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Let’s start the year with a supersized ‘time capsule’ covering the years 1911 and 1936

Tardy though I am, I’m still in the mood to celebrate the new year, which is off to an exceedingly busy start. So, for some perspective, let’s look back 100 years and 75 years ago.

Tardy though I am, I’m still in the mood to celebrate the new year, which is off to an exceedingly busy start (and largely explains why this is my first column of the year).

And what better way, I thought, than by “opening” a supersized time capsule of memories that can help us relive some of the big events that shaped our lives at four intervals — 100, 75, 50 and 25 years?

For everyone’s convenience, I’m going to divide the effort into two parts to give all four special years their due.

So, today, let’s go time-traveling to 1911 and 1936, and then schedule a visit next week to 1961 and 1986.

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100 years ago: 1911

Big events
Two big fires:
Fire destroys downtown Constantinople/Istanbul, Turkey, and New York City’s Triangle Shirtwaist Factory catches fire, killing 145.

Explorers extraordinaire: Norwegian Roald Amundsen is the first to reach the South Pole, and Hiram Bingham discovers Machu Picchu, the Lost City of the Incas.

Crime news: The “Mona Lisa” is stolen from the Louvre — and recovered two years later.

Landmarks: The 1 millionth patent is filed in the U.S. Patent Office for a tubeless tire. And Henry Ford gets some competition for his Model T when Chevrolet officially enters the car market. Marie Curie receives her second Nobel Prize.

Also of note: King George V of England is crowned, and the NAACP (National Association for the Advancement of Colored People) incorporates.

The life and times
The national pastime:
The legendary Walter Johnson ties a record, pitching four strikeouts in one inning. Ty Cobb’s  Fourth of July ends badly when, after hitting in 40 straight games, he goes hitless on the holiday. Also, Boston holds ground-breaking ceremonies for Fenway Park.

Flying high: Just eight years after the Wright Brothers soar at Kitty Hawk, the song “Come Josephine in My Flying Machine” hits No. 1.

Comings and goings
Births:
Ronald Reagan, the “lovable” Lucille Ball, “King of the Cowboys” Roy Rogers and the Indianapolis 500 auto race all enter the world. Reagan and the car race are among those scheduled for centennial postage stamps this year.  

A few others: Hollywood’s Jean Harlow, Scientology founder L. Ron Hubbard, playwright Tennessee Williams, JFK assassination figure Jack Ruby, and “Sing Along” bandleader Mitch Miller.

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Oh — and a couple of famous Minnesotans, too:  “The Happy Warrior” Hubert Humphrey and LaVerne Andrews, one-third of the singing Andrews Sisters.

Deaths: Composer Gustav Mahler, temperance leader Carrie Nation and publishing king Joseph Pulitzer.

75 years ago: 1936

Big events
World turmoil:
The Spanish Civil War begins, and Germany breaks the Treaty of Versailles. Also, America’s Jesse Owens wins four Gold Medals on Aug. 9 at the Summer Olympics in Berlin, upsetting Hitler’s propaganda plan.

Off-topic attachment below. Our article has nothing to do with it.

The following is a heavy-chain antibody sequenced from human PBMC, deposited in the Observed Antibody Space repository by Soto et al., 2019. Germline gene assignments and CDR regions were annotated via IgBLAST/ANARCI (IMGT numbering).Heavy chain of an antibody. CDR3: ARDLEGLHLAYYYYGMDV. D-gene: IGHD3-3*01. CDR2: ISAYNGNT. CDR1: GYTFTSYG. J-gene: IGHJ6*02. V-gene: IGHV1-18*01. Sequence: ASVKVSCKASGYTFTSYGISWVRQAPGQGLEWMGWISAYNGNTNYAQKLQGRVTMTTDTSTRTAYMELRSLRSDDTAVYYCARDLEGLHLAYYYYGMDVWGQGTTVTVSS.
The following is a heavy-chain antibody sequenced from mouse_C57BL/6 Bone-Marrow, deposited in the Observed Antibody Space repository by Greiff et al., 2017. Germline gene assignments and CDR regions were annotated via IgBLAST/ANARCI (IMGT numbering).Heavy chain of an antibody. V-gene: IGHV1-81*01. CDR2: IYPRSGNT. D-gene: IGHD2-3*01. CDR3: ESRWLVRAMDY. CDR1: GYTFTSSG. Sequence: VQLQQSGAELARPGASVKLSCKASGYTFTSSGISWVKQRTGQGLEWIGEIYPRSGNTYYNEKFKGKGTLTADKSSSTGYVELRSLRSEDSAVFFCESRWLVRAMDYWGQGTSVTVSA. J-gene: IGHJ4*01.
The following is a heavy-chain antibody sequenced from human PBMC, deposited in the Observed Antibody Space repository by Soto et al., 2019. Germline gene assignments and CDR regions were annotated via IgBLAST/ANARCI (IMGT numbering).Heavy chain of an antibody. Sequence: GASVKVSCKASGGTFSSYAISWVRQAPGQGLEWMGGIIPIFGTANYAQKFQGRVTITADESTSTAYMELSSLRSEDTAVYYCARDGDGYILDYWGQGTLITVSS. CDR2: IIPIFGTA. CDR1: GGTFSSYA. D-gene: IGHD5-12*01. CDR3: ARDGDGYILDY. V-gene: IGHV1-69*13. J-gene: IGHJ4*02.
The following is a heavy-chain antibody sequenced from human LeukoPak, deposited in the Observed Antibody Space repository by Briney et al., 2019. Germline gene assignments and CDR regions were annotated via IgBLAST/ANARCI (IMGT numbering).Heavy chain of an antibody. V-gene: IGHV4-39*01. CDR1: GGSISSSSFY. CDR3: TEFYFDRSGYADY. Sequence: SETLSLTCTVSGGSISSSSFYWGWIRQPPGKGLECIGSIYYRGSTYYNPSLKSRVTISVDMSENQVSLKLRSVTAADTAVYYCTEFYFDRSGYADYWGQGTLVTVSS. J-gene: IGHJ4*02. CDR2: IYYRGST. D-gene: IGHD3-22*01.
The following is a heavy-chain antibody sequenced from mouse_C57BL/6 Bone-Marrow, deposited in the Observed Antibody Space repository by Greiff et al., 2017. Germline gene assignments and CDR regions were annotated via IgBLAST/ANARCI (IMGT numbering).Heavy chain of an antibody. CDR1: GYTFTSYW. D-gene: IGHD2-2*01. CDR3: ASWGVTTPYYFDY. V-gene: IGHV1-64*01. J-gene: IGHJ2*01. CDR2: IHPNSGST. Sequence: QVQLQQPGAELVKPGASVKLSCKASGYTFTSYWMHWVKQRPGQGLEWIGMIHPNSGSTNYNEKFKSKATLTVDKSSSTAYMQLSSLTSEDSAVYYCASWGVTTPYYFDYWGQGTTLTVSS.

Landmarks:  Construction of the Boulder Dam (later renamed the Hoover Dam) is completed and begins creating hydroelectric power. Also, the BBC starts the first public television broadcasts in London.

Also of note: In the scandal of the time, Great Britain’s King Edward VIII abdicates to marry Wallis Simpson, an American divorcee.


The life and times
Inventions:
The first sunscreen (credited to French chemist Eugene Schueller, who founded the L’Oreal line of cosmetics), the first functioning helicopter (Germany’s Heinrich Focke), magnetic recording audio tapes, and the iconic Zippo lighter.

Publishing: Margaret Mitchell’s “Gone With the Wind” is released, the first edition of Life Magazine hits the stands, and the recording industry’s bible, Billboard magazine, publishes the first pop music chart.

Top songs: Among the year’s big songs are Bing Crosby’s “Pennies From Heaven” and Fred Astaire’s “The Way You Look Tonight.”

Also of note: Eugene O’Neill (“Long Day’s Journey Into Night” and “The Iceman Cometh”) wins the Nobel Prize for literature.

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“The Green Hornet” debuts on the radio, launching an ongoing career that’s included comic books, a 1960s TV show and — talk about your good timing —a new movie that’s released today.

Big comings and goings
Births:
 “Muppets” creator Jim Henson; and the Twin Cities’ adopted sweetheart, Mary Richards (I mean, Mary Tyler Moore).

Also, the legendary singer Roy Orbison; fashion designer Yves Saint Laurent and Robert Redford (who I’ve always thought was a good actor but an even better director. As I tell everyone I can, for proof, check out his great 1994 film “Quiz Show,” a metaphor for America’s “loss of innocence”).

Deaths: Two high-profile murderers — “Bruno” Richard Hauptmann, convicted of kidnapping and killing the Lindbergh baby, is executed in New Jersey; and Richard Loeb, of Leopold and Loeb infamy.

Also, literary figures Rudyard Kipling and G.K. Chesterton; Russian psychologist Ivan Pavlov, who won the Nobel Prize; American journalist Lincoln Steffens; and Anne Sullivan, the teacher of Helen Keller.